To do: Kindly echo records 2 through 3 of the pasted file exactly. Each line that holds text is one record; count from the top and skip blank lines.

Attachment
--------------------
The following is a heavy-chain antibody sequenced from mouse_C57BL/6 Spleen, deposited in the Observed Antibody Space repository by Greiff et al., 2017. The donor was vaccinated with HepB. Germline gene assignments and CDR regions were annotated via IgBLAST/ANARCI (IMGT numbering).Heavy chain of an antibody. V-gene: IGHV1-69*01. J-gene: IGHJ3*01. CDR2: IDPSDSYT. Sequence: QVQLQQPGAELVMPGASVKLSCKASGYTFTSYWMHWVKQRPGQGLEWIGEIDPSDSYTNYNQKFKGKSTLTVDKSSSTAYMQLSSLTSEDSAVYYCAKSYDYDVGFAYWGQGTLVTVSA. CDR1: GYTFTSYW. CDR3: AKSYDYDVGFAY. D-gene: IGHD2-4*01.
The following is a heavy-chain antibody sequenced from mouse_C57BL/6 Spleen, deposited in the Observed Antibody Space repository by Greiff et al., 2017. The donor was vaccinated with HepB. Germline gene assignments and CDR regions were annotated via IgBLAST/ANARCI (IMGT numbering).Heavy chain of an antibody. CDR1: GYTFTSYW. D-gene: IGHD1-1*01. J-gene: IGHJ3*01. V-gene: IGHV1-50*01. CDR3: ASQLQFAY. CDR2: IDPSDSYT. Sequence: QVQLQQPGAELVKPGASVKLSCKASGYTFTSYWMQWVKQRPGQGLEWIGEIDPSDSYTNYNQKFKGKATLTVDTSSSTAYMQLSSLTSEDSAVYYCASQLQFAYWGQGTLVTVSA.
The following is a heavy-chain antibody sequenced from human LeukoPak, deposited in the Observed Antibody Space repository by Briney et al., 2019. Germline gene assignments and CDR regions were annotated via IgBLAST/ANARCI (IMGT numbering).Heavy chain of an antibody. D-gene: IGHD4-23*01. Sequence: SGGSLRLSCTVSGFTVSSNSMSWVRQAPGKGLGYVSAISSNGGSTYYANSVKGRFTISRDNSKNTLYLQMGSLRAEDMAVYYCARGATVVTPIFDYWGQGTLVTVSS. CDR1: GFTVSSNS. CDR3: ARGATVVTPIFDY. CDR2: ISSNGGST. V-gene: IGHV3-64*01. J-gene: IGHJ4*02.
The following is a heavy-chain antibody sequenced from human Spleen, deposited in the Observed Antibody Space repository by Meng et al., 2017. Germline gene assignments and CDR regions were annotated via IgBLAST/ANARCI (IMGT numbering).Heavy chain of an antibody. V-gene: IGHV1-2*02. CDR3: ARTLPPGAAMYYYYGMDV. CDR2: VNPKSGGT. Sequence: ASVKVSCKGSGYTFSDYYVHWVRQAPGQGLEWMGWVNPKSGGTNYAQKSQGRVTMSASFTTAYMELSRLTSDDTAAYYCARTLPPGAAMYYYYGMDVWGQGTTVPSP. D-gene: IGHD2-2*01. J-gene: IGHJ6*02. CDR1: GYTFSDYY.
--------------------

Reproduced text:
The following is a heavy-chain antibody sequenced from mouse_C57BL/6 Spleen, deposited in the Observed Antibody Space repository by Greiff et al., 2017. The donor was vaccinated with HepB. Germline gene assignments and CDR regions were annotated via IgBLAST/ANARCI (IMGT numbering).Heavy chain of an antibody. CDR1: GYTFTSYW. D-gene: IGHD1-1*01. J-gene: IGHJ3*01. V-gene: IGHV1-50*01. CDR3: ASQLQFAY. CDR2: IDPSDSYT. Sequence: QVQLQQPGAELVKPGASVKLSCKASGYTFTSYWMQWVKQRPGQGLEWIGEIDPSDSYTNYNQKFKGKATLTVDTSSSTAYMQLSSLTSEDSAVYYCASQLQFAYWGQGTLVTVSA.
The following is a heavy-chain antibody sequenced from human LeukoPak, deposited in the Observed Antibody Space repository by Briney et al., 2019. Germline gene assignments and CDR regions were annotated via IgBLAST/ANARCI (IMGT numbering).Heavy chain of an antibody. D-gene: IGHD4-23*01. Sequence: SGGSLRLSCTVSGFTVSSNSMSWVRQAPGKGLGYVSAISSNGGSTYYANSVKGRFTISRDNSKNTLYLQMGSLRAEDMAVYYCARGATVVTPIFDYWGQGTLVTVSS. CDR1: GFTVSSNS. CDR3: ARGATVVTPIFDY. CDR2: ISSNGGST. V-gene: IGHV3-64*01. J-gene: IGHJ4*02.